My dad, Jack, also taught me about selflessness, leading by example — over and over again. It’s a leadership trait that we talk about later in this interview. He hid a $20 bill under a discarded bleach bottle at the side entrance of his dental office. He was testing human nature to see what his staff would do when they walked in every day going to work. Nine people came to work, stepped past the bottle, and went in the door. Then, the last person picked up the bottle intending ONLY to dispose of it. Because that’s the right thing to do. She was enlightened and selfless. The $20 was a bonus. She probably picked up more trash later that day, but not with the intent to find $20. That was a beautiful lesson for me.
You are a successful business leader. Which three character traits do you think were most instrumental to your success? Can you please share a story or example for each?
- Endurance. The road to starting your own company takes a long time, no matter how good your idea and solution are. BARRX was founded in 2003. We raised $70m in venture capital and proved that the intervention worked to treat early esophageal cancer. It was a huge lift, and hundreds of moving pieces had to come together over time. BARRX was acquired by Covidien in 2012, and the earn out was fully achieved by my team in 2014. As one of my close friends commented, “Utley, that was an 11-year overnight success.”
- Selflessness. As a leader, you have to be last in line, listen more than you speak, make sure your team is taken care of, and always put in more hours than anyone thinks is humanly possible. The buck does stop with the founder. I have filled more roles in urgent times than I ever thought possible when I first started new companies. Currently, I am running sales. Why? Because we have the need for a sales leader. I volunteered. My leadership team inspires me by doing exactly the same thing every day. My head of operations volunteered to be responsible for H.R., the coaching organization, clinical affairs, and myriad other huge roles in addition to his day job. That’s how scrappy startups succeed.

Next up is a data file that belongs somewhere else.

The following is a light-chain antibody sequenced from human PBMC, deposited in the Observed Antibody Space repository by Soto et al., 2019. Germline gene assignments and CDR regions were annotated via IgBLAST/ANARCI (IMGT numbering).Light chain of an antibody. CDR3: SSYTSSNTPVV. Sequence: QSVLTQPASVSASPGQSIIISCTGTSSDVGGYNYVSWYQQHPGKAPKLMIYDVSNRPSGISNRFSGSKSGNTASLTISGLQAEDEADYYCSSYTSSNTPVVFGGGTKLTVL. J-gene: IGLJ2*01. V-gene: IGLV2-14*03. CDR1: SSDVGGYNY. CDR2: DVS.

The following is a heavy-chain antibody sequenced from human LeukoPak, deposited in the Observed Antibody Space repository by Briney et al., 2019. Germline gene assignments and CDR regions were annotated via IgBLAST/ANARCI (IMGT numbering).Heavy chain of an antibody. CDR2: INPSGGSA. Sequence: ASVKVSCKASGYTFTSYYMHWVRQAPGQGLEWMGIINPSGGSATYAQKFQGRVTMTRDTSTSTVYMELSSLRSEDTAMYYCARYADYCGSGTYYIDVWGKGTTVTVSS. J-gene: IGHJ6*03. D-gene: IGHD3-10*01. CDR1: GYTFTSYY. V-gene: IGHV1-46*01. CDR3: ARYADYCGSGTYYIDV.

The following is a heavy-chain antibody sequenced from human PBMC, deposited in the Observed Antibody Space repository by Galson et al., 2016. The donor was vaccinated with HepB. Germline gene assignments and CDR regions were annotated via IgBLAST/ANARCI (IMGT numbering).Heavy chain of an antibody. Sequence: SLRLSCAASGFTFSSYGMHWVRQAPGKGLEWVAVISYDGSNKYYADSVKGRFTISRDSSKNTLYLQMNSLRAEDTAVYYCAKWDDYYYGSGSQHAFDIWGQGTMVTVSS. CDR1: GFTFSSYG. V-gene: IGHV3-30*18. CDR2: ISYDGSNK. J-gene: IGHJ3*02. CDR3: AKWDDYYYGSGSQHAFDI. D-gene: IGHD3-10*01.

- Communication and Feedback. Regular standardized communication helps everyone in your ecosystem understand what’s going on, helps avoid myths and misunderstandings, and allows everyone to ask questions. We do weekly all-hands meetings at Pivot with a promise not to cancel due to busy schedules or lack of new news each week. It’s important! We strive for weekly 1–1s between team members and managers as well. Even if “just a social visit and check-in”, you need to stay connected and be open to answering questions and receiving feedback.
Let’s now shift to the main part of our discussion about the tech tools that you are helping to create that can make a positive impact on our wellness. To begin, which particular problems are you aiming to solve?
Tobacco use is the leading cause of preventable morbidity and mortality, health care costs, and lost productivity on the globe. Since the beginning of 2020, tobacco has killed 18m people, while COVID has killed 6m people.
The last drug approved to help people quit tobacco was in 2005 and is now off the market due to a recently discovered increased risk for cancer. And there has never been a medical device cleared by the FDA with claims to help people quit tobacco (until now).
That boggles my mind. How can we NOT have invested innovative minds and capital rateably to address this huge health care crisis.
That’s why we started Pivot.
How do you think your technology can address this?
The Pivot team is incredibly evidence driven. We create scalable solutions for massive public health crises, like tobacco use.
When we envisioned the Pivot solution, we did not try to reinvent the wheel. We know what works to help people quit (coaching, pharma, behavioral change support, community support). We added a medical device to measure carbon monoxide (C.O.) in the breath as a biomarker for tobacco use (think glucose monitoring or step counting). These interventions work.